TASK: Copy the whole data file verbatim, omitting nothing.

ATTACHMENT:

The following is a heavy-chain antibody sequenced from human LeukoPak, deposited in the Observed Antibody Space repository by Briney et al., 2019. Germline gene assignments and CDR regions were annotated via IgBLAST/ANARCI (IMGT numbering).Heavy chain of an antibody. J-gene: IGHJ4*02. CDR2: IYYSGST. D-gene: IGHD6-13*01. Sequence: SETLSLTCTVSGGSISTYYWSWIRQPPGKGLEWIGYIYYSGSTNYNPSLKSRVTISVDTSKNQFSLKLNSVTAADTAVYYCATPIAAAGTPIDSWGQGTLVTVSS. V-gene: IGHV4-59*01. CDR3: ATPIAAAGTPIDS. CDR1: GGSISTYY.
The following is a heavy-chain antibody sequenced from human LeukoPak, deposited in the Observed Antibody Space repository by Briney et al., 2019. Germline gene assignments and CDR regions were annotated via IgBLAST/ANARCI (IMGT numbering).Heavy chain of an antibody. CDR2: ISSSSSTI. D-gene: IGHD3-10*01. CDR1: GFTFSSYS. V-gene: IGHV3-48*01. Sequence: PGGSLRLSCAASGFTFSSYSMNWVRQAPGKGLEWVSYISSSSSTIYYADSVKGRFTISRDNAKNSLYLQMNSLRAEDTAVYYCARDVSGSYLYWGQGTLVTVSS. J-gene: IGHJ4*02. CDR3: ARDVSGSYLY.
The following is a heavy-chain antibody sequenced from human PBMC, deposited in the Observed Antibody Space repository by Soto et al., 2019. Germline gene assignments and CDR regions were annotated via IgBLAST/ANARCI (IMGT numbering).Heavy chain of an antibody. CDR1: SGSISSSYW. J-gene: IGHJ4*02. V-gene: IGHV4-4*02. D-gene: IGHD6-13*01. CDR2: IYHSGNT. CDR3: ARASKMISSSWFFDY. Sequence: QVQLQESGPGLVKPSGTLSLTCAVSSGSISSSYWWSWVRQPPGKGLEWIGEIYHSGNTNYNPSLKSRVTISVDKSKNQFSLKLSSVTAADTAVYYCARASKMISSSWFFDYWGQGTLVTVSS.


The following is a heavy-chain antibody sequenced from human LeukoPak, deposited in the Observed Antibody Space repository by Briney et al., 2019. Germline gene assignments and CDR regions were annotated via IgBLAST/ANARCI (IMGT numbering).Heavy chain of an antibody. J-gene: IGHJ4*02. CDR2: IYYSGST. D-gene: IGHD6-13*01. Sequence: SETLSLTCTVSGGSISTYYWSWIRQPPGKGLEWIGYIYYSGSTNYNPSLKSRVTISVDTSKNQFSLKLNSVTAADTAVYYCATPIAAAGTPIDSWGQGTLVTVSS. V-gene: IGHV4-59*01. CDR3: ATPIAAAGTPIDS. CDR1: GGSISTYY.
The following is a heavy-chain antibody sequenced from human LeukoPak, deposited in the Observed Antibody Space repository by Briney et al., 2019. Germline gene assignments and CDR regions were annotated via IgBLAST/ANARCI (IMGT numbering).Heavy chain of an antibody. CDR2: ISSSSSTI. D-gene: IGHD3-10*01. CDR1: GFTFSSYS. V-gene: IGHV3-48*01. Sequence: PGGSLRLSCAASGFTFSSYSMNWVRQAPGKGLEWVSYISSSSSTIYYADSVKGRFTISRDNAKNSLYLQMNSLRAEDTAVYYCARDVSGSYLYWGQGTLVTVSS. J-gene: IGHJ4*02. CDR3: ARDVSGSYLY.
The following is a heavy-chain antibody sequenced from human PBMC, deposited in the Observed Antibody Space repository by Soto et al., 2019. Germline gene assignments and CDR regions were annotated via IgBLAST/ANARCI (IMGT numbering).Heavy chain of an antibody. CDR1: SGSISSSYW. J-gene: IGHJ4*02. V-gene: IGHV4-4*02. D-gene: IGHD6-13*01. CDR2: IYHSGNT. CDR3: ARASKMISSSWFFDY. Sequence: QVQLQESGPGLVKPSGTLSLTCAVSSGSISSSYWWSWVRQPPGKGLEWIGEIYHSGNTNYNPSLKSRVTISVDKSKNQFSLKLSSVTAADTAVYYCARASKMISSSWFFDYWGQGTLVTVSS.